Sending Mail Problems

Sending Mail issues when sending vary in cause, as your outgoing mail server is determined by a variety of factors, most importantly your ISP (Internet Service Provider). By definition, these problems are often difficult to diagnose and tricky to fix as there are so many combinations of ISP's, server settings and mail clients.  This is designed to be a guide to help you through the issue - as we can't give a "click here" solution in one step.  Follow the guide, it's written in simple terms so you don't need to be an expert.

If you are one of our clients, please feel free to lodge a support ticket using our client portal to have one of our friendly staff assist you personally.

Lets start with a few definitions

  • ISP = your "internet service provider", basically the company that you pay to access the Internet
  • Mail Client = the program that you use to get your mail.  This might be something like Outlook, Outlook-Express, Thunderbird, Mac Mail etc... No, "Windows" is not mail client.
  • POP3 = your incoming mail server.  Usually something like ""  (with your domain name instead of ours)
  • SMTP = your outgoing mail server.  Sometime called the sending mail server.  Similar in format to the POP3 server, but not always the same.
  • Port 25 = think of ports like radio channels, and #25 is the port most commonly used for sending mail.  (receiveing is on a separate port, most commonly 110
  • SSL = Secure Socket Layer.  This is basically encryption for your mail - you don't want this unless you already know how to do it.
  • Authentication = A fancy name for a simple username and password combination. It's so that the server knows who you are, and if you are allowed to process mail on it.

Now - to the actual problem solving

If you have an enlightened ISP - Try this first

The you can simply use the same server as the incoming mail server (as provided to you from our documents ). In effect, this means that your outgoing mail will be processed by our mail server, the same as the one that is processing your incoming mail. You will have to ensure that you have the setting "My outgoing mail server requires authentication" turned to "ON" (or equivalent in your mail program of choice).

If problems Persist - double check

However, many people will receive an error message. There are two typical messages that people receive, one says something about "refusing to connect to server". In this case, it is nearly always an issue related to the authentication. Double check that you have the "My server requires authentication" switched to "ON" and that you have also gone to the settings (usually under "More Settings" or "Outgoing server") which allows you to add the outgoing server authentication (username and password). You can usually select an option at this point which is similar to "Use the same as my incoming server".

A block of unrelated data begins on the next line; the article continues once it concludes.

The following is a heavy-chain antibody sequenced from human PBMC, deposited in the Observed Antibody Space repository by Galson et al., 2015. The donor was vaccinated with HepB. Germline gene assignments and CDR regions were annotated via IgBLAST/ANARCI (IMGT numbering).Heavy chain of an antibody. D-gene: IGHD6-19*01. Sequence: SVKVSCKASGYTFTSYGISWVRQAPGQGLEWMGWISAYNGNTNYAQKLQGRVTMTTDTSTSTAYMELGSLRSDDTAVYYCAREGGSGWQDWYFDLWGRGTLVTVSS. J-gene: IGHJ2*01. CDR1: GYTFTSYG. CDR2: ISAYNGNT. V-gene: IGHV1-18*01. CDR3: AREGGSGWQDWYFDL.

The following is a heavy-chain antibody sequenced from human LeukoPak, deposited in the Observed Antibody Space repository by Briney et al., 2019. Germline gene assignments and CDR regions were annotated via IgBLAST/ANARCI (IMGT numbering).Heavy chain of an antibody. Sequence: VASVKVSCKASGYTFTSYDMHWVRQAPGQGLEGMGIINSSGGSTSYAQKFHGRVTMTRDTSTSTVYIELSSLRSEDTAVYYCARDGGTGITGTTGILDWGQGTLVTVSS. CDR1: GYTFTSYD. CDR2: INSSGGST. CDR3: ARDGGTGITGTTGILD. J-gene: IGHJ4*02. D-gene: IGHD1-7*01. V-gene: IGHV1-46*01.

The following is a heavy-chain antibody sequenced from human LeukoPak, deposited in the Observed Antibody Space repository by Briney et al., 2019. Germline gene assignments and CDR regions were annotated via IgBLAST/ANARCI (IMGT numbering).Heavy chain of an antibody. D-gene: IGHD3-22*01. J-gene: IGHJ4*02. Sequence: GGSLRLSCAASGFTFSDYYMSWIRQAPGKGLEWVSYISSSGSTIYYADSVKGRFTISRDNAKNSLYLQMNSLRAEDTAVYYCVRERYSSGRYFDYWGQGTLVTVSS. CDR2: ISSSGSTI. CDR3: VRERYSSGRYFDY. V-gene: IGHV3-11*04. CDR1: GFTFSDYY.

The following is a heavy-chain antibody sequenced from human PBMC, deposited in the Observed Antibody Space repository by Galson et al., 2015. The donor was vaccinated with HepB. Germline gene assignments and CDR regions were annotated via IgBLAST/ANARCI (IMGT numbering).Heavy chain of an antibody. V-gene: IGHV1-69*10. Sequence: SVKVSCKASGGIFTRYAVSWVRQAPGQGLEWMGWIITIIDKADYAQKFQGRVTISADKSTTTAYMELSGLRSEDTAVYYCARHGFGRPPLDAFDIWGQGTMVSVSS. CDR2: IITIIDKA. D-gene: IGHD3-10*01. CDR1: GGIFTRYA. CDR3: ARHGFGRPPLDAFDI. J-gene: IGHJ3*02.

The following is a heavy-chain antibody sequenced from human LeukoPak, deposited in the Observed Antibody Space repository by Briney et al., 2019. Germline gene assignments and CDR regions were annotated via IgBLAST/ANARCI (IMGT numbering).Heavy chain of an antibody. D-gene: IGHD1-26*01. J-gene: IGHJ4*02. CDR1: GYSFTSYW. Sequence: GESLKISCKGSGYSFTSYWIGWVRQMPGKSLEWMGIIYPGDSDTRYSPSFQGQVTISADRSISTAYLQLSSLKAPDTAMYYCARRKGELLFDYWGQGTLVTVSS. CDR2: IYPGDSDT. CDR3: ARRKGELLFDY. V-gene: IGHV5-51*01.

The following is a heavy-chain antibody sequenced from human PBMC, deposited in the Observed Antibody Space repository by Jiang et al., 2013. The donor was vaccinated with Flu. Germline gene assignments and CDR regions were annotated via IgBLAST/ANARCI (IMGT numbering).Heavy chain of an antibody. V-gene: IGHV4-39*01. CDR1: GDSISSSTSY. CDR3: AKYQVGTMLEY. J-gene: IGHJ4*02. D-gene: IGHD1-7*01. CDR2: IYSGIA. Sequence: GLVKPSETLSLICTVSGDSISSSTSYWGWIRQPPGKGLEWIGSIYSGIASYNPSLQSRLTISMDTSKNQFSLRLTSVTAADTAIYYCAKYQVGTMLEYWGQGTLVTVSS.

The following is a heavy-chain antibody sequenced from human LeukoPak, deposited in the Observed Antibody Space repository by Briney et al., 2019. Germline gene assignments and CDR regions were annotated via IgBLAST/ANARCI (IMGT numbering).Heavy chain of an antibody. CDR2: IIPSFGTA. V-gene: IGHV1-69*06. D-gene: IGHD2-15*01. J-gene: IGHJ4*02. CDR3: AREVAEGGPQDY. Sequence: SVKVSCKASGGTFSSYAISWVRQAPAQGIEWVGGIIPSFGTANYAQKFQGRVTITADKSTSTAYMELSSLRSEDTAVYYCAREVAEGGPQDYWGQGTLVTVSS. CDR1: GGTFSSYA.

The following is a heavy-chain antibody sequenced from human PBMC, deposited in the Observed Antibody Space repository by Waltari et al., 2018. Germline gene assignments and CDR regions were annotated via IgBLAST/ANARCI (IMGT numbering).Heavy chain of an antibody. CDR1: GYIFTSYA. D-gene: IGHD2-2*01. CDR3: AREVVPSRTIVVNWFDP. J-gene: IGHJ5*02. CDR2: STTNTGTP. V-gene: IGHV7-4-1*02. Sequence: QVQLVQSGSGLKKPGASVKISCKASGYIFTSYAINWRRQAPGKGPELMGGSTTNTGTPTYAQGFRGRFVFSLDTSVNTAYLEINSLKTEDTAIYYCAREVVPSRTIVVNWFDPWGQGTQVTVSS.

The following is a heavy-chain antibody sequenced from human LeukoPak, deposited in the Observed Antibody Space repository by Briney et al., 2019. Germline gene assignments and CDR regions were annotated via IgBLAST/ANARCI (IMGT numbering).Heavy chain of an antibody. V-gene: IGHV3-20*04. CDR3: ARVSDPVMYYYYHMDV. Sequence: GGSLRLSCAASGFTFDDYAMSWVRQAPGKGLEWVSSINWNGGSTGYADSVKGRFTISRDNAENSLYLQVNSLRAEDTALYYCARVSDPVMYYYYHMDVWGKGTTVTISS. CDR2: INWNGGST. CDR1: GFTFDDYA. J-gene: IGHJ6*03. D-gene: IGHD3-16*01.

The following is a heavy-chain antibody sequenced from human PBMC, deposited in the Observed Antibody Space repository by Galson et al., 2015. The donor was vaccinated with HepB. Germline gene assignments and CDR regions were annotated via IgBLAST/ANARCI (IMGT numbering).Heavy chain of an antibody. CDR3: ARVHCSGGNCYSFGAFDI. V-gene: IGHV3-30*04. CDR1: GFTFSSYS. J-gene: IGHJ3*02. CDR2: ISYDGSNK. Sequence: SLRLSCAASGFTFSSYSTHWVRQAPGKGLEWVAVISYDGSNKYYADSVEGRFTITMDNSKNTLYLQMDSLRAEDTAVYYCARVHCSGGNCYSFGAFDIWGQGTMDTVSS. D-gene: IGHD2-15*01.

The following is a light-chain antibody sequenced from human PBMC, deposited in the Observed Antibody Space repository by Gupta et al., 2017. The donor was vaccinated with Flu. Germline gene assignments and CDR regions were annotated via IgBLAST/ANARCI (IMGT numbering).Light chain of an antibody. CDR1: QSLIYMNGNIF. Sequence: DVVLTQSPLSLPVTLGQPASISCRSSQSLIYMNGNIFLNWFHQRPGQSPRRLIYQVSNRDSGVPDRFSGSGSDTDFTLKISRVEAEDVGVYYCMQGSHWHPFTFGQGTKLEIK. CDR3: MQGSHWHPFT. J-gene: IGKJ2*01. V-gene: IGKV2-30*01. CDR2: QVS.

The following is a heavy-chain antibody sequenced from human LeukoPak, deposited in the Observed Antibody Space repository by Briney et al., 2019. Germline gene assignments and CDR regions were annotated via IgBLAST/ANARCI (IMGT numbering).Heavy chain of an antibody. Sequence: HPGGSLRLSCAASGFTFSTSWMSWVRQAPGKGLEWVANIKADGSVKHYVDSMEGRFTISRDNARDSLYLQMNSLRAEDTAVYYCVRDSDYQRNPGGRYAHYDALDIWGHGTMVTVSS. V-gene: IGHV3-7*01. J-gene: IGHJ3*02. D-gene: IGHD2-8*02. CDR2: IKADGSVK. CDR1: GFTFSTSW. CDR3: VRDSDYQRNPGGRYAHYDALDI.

Blocked Relay - Port 25

Some people will continue to receive an error message - this usually notes "Port 25" and may mention "relay blocked" or something similar. In this case, your ISP has the strange (but common) misconception that crudely blocking access to other mail servers will help the global spam problem. In this case you have two options:

Method A:- Use your ISP as the outgoing server. This will still send your mail out as coming from your account - it is simply process on the server from your ISP. In this case, you will need to:

  1. Adjust the outgoing mail server (SMTP) to to settings provided by your ISP,
  2. Check the box requiring outgoing server authentication and also
  3. Add your ISP username and password in the "More Settings" for your outgoing mail server. Remember to use your ISP username and password here.

Method B:- Often it is easily just to bypass the blocked port all-together. With this common problem in mind, we have configured our mail servers to listen for mail on another port as well - so you can connect to "Port 26". To do this, you need to:

  1. Ensure that the incoming and outgoing mail servers are the same (as sent to you by us),
  2. Then choose "My outgoing server requires authentication" and ensure this is set to "on"
  3. Go to your "more settings" and/or "outgoing server" and ensure that it "uses the same as incoming server"
  4. Go to your advanced settings (or something similar) and change the outgoing (SMTP) port to 26. (from 25)

This should now use our server for all incoming and outgoing mail - bypassing your ISP filters and blocks.

Hello?  Is this thing working ?

If you have any doubt as to if our mail server is working, you can always log into webmail at any time. It is designed to allow you to check your email when away from your computer - all you to have to do is visit and enter your email address and password.